It is possible, though, that Rabeinu Tam had a different intention. Rabeinu Tam means only that the woman is permitted to the adulterer, but *not* to her husband nor to a Kohen, as the SHITAH MEKUBETZES  writes. The logic behind this distinction is that since the Nochri's Bi'ah is not the same as that of a Jew because of the element of "Zirmas Susim Zirmasam," the woman is not Chayav Misah for such a Bi'ah. For the same reason, the adulterer is not prohibited to the woman, because his Bi'ah was not the type of Bi'ah which the Torah punishes with Misah, and we do not find that such a Bi'ah could make her Asur to the adulterer.
She *is* Asur to her husband, though, because she was not faithful to him, and the Torah says that if a woman is unfaithful to her husband she becomes Asur to him; it makes no difference whether she was unfaithful to him with a Nochri or with a Jew. In short, the Isur to her husband depends on her being unfaithful, while the Isur to the adulterer depends on the Bi'ah being considered a normal Bi'ah. 
In fact, this is exactly the opinion of RABEINU YECHIEL . Rabeinu Yechiel says that if a Nochri lives with a Jewish Eshes Ish, he is permitted to marry her after he converts, since he was permitted to her at the time he had relations with her , and when he converted he became like a "Katan sh'Nolad." This implies that if he had been Asur to her while he was a Nochri, the Isur would *not* have been revoked because of "Ger sh'Nisgayer k'Katan sh'Nolad Dami."
Accordingly, Rabeinu Tam is giving the reason why the Isur does not apply to the Nochri while he is a Nochri, and Rabeinu Yechiel is adding why the Isur does not apply to him when he converts. Indeed, the CHASAM SOFER and TOSFOS YOM HA'KIPURIM  explain that Rabeinu Tam means to say the same as
b The ROSH  also rules that when a woman is Mezanah with a Nochri and then he converts, she is permitted to marry him, like Rabeinu Tam says, but for a different reason than that of Rabeinu Tam. He asserts that we only prohibit a woman to her adulterer if she was permitted to him before the Z'nus. Since she is prohibited to marry a Nochri even before the Z'nus, the Torah does not prohibit her to him when she was Mezanah with him, and even when he converts she is permitted to him.
The TERUMAS HA'DESHEN  discusses what the Rosh would hold if a woman was Mezanah with the husband of her sister, and then her sister later died. Following the logic of the Rosh, she should be permitted to the adulterer, because at the time of the Z'nus, she was prohibited to him .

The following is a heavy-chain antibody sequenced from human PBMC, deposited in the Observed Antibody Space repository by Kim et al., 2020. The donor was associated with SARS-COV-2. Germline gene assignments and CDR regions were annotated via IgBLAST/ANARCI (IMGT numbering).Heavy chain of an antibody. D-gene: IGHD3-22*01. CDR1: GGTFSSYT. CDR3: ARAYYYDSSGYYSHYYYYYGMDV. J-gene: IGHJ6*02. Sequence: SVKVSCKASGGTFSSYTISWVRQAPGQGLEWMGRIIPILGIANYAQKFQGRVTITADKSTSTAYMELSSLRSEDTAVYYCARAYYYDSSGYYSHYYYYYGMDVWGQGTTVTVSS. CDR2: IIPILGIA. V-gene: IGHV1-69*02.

The Terumas ha'Deshen concludes that even the Rosh permits her only to a Nochri, because a Nochri is *always* Asur to the woman. If he converts, he is not the same person anymore because he is like a "Katan sh'Nolad."
Therefore the Isur to the adulterer will not apply when the Nochri converts. In contrast, the husband of her sister is only prohibited to her as long as her sister is alive. Therefore, when she commits adultery with him, the Isur
to marry her adulterer will apply.
c The RIVAM rejects Rabeinu Tam's argument entirely. He rules that the woman *is* prohibited to the Nochri with whom she committed adultery.
HALACHAH: The SHULCHAN ARUCH  rules like Rabeinu Yechiel and the Terumas ha'Deshen, that the woman is permitted to the Nochri when he converts, but she is not permitted to the husband of her sister after her sister dies.
UPROOTING A "TAKANAH D'RABANAN" IN THE FACE OF DANGER
QUESTION: The Gemara says that if a wicked regime were to institute that anyone who marries a Besulah on Wednesday is to be killed, the Rabanan would uproot the Takanah d'Rabanan and would not require a Besulah to get married on Wednesday.
However, later the Gemara says that if the wicked regime decrees that any Besulah who gets married on Wednesday must live with the governor first, then even though there is a concern that some women, the Tzenu'os, might give up their lives, the Rabanan do not uproot the Takanah of getting married on Wednesday, because "evil decrees are wont to be retracted, and we do not uproot a Takanah d'Rabanan because of an evil decree which will
eventually be retracted."
If so, why are the Rabanan prepared to uproot their Takanah if the regime decrees that whoever gets married on Wednesday will be killed? That, too, is an evil decree that will eventually pass!
 TOSFOS  explains that if the governor makes a decree to kill anyone who gets married on Wednesday, then the Rabanan would not have to uproot their Takanah, because they could institute a different day for getting married instead of Wednesday. Such a change would satisfy the governor, since he would be content with the knowledge that he was able to cause a change in the Halachah of the Jews. Since his intention in making such a decree was clearly to prevent the Jews from observing the Halachah, it will not bother him if he finds that everyone is getting married on another day.
However, when the governor wants to live with every Besulah who gets married on Wednesday, he is obviously interested in personal pleasure and not in abolishing the Jews' Halachah.  If the Rabanan were to institute that Besulos should get married on Tuesday, the governor would just change his evil decree to take all the woman who get married on Tuesday. Therefore, the Rabanan would have to avoid instituting a new day for getting married and abolish the Takanah of getting married on a specific day. Since they do not abolish any Takanah because of an evil decree, the Takanah remains.